You know, it isn’t as easy as it sounds. That is a lot to trust. The world is full of evidence to the contrary. We daily experience ourselves the burdens and worry and death all around us. It gets discouraging. It is far easier to believe that Jesus is still in the empty tomb and attempt to go about our business behind locked doors, getting back to the tasks at hand, traveling home in sorrow. But just remember: Jesus never leaves his beloved abandoned. It is precisely into those moments and those places where it was easier for his beloved to be discouraged that Jesus appears after the resurrection. It is precisely when they needed a boost to trust in the promises, the abundance, the life and love of God that Jesus shows up to give it to them.
And isn’t that what we gather here for? Certainly it is why we share these stories of Jesus’ resurrection appearances for seven weeks, but it is why we gather here week after week: to share in the promises of God, to remind ourselves and each other that Christ is alive and we are called to tell the world, to experience Christ here in ordinary and unexpected things and be sustained. It may not be bread and fish, our morsel of bread and taste of wine may not be as filling as a picnic on the beach. But when the Risen Christ comes to us here, he feeds us with his very self, and it is more than we need for life in him.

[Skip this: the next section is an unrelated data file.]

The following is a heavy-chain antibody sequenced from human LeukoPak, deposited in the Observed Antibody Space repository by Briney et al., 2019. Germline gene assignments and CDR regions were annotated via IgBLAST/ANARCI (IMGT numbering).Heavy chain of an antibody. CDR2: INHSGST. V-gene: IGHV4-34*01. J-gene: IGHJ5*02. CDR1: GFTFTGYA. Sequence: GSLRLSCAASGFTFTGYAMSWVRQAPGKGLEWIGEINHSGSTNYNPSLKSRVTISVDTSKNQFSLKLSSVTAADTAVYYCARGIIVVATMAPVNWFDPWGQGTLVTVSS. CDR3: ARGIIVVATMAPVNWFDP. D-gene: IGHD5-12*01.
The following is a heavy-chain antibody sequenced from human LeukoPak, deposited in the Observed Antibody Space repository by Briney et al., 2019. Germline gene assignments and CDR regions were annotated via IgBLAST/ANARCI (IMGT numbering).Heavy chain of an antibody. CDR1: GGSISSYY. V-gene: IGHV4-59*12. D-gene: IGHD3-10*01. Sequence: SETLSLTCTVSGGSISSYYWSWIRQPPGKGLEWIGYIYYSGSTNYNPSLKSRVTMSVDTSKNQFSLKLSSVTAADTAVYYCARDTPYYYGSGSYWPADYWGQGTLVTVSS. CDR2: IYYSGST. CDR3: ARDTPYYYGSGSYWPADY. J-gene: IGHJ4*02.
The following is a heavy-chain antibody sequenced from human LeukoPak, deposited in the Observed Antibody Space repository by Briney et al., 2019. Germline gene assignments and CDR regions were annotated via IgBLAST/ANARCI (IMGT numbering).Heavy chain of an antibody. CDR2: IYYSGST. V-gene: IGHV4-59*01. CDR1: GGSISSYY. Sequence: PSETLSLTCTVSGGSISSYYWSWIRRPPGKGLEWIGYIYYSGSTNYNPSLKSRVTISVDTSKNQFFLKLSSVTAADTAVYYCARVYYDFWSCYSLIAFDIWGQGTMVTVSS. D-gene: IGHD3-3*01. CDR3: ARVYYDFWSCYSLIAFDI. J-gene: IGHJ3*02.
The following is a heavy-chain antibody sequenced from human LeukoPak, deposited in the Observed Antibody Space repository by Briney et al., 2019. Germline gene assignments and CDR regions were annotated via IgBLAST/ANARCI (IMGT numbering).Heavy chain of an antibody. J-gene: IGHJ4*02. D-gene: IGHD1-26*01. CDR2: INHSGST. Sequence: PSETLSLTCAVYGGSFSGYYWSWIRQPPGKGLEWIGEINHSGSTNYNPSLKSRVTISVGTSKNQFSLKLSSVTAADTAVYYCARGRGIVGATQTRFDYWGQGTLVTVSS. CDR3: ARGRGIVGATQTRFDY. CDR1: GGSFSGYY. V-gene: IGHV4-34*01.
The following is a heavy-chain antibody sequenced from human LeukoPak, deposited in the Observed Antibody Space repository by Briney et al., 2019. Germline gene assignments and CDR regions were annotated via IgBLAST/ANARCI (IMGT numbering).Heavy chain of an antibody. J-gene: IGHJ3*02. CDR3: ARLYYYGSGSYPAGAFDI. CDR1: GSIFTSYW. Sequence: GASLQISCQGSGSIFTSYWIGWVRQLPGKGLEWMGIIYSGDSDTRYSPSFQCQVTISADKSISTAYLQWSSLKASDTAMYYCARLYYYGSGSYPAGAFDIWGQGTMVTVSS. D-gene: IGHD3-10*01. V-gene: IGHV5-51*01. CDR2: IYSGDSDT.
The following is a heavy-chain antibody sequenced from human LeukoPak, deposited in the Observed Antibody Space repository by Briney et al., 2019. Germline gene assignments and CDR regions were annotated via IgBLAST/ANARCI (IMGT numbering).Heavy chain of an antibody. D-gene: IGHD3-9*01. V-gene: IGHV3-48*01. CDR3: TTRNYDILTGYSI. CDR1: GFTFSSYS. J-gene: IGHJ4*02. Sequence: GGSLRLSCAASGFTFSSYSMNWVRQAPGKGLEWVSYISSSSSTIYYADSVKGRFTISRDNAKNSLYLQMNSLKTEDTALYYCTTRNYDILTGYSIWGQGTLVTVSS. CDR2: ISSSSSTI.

It may be far easier to live in the discouragement and despair of the world, but what we are reminded here, what we tell each other, what we hear and share here is that discouragement and despair are not what the risen Christ calls us to. Rather, we are called to dance on the beach with Christ, we are called to feast at the table with Christ, we are called to receive the Holy Spirit, the life-breath of God, from Christ. We are called to encounter the discouragement and despair of the world and shout all the louder: Alleluia! Christ is Risen!